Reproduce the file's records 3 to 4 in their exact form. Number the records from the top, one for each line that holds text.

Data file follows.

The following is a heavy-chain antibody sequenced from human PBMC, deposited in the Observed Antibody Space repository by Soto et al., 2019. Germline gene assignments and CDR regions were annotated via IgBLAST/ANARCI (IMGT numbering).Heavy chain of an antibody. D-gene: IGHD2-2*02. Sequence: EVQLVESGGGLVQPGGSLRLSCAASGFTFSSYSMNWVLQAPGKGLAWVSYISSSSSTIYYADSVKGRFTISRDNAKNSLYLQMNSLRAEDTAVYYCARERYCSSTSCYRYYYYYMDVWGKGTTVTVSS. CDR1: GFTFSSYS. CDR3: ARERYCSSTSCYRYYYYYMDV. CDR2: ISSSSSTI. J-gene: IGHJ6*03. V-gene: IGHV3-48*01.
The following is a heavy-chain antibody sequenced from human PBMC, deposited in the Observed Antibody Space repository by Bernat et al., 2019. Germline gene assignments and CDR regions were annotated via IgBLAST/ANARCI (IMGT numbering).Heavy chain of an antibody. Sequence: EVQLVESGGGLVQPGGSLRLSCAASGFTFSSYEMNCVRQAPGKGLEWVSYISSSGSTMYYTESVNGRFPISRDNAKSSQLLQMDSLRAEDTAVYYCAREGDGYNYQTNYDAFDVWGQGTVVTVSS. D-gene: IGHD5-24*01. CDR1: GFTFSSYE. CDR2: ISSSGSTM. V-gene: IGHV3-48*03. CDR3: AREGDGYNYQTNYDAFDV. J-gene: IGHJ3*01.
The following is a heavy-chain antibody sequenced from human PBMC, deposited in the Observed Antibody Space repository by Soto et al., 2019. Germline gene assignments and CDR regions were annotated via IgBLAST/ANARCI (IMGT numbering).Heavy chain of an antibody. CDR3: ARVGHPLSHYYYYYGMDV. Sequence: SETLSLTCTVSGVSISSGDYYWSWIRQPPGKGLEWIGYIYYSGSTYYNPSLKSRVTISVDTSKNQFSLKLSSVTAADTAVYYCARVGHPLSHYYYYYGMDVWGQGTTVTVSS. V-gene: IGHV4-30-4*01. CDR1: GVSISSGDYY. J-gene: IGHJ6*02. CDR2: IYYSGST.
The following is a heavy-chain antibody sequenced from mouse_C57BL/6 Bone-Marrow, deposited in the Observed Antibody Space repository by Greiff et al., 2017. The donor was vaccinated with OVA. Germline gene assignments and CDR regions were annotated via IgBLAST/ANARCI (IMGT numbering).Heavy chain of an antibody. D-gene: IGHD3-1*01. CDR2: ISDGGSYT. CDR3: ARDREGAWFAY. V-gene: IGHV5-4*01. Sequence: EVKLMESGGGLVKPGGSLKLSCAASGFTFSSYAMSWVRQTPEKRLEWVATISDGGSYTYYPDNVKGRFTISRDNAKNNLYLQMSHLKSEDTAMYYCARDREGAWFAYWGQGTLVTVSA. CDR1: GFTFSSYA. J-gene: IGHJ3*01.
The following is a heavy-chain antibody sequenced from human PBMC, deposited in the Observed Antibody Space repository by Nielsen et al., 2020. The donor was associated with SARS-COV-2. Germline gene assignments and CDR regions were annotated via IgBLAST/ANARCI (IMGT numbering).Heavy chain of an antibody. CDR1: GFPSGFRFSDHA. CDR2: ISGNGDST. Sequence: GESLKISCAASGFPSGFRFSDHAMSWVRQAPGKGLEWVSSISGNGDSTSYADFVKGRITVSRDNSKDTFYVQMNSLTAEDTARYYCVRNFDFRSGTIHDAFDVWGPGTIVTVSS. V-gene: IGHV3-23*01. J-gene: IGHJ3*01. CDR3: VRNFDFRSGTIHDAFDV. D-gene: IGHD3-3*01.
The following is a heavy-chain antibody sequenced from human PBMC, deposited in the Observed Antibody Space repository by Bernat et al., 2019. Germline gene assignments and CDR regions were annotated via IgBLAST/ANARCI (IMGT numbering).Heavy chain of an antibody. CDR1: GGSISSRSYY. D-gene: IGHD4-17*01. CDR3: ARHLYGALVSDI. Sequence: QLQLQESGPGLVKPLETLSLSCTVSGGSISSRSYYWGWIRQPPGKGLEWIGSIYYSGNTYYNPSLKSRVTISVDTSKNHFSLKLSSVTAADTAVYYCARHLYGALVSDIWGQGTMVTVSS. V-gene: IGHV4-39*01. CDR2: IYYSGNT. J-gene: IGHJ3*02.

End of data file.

The following is a heavy-chain antibody sequenced from human PBMC, deposited in the Observed Antibody Space repository by Soto et al., 2019. Germline gene assignments and CDR regions were annotated via IgBLAST/ANARCI (IMGT numbering).Heavy chain of an antibody. CDR3: ARVGHPLSHYYYYYGMDV. Sequence: SETLSLTCTVSGVSISSGDYYWSWIRQPPGKGLEWIGYIYYSGSTYYNPSLKSRVTISVDTSKNQFSLKLSSVTAADTAVYYCARVGHPLSHYYYYYGMDVWGQGTTVTVSS. V-gene: IGHV4-30-4*01. CDR1: GVSISSGDYY. J-gene: IGHJ6*02. CDR2: IYYSGST.
The following is a heavy-chain antibody sequenced from mouse_C57BL/6 Bone-Marrow, deposited in the Observed Antibody Space repository by Greiff et al., 2017. The donor was vaccinated with OVA. Germline gene assignments and CDR regions were annotated via IgBLAST/ANARCI (IMGT numbering).Heavy chain of an antibody. D-gene: IGHD3-1*01. CDR2: ISDGGSYT. CDR3: ARDREGAWFAY. V-gene: IGHV5-4*01. Sequence: EVKLMESGGGLVKPGGSLKLSCAASGFTFSSYAMSWVRQTPEKRLEWVATISDGGSYTYYPDNVKGRFTISRDNAKNNLYLQMSHLKSEDTAMYYCARDREGAWFAYWGQGTLVTVSA. CDR1: GFTFSSYA. J-gene: IGHJ3*01.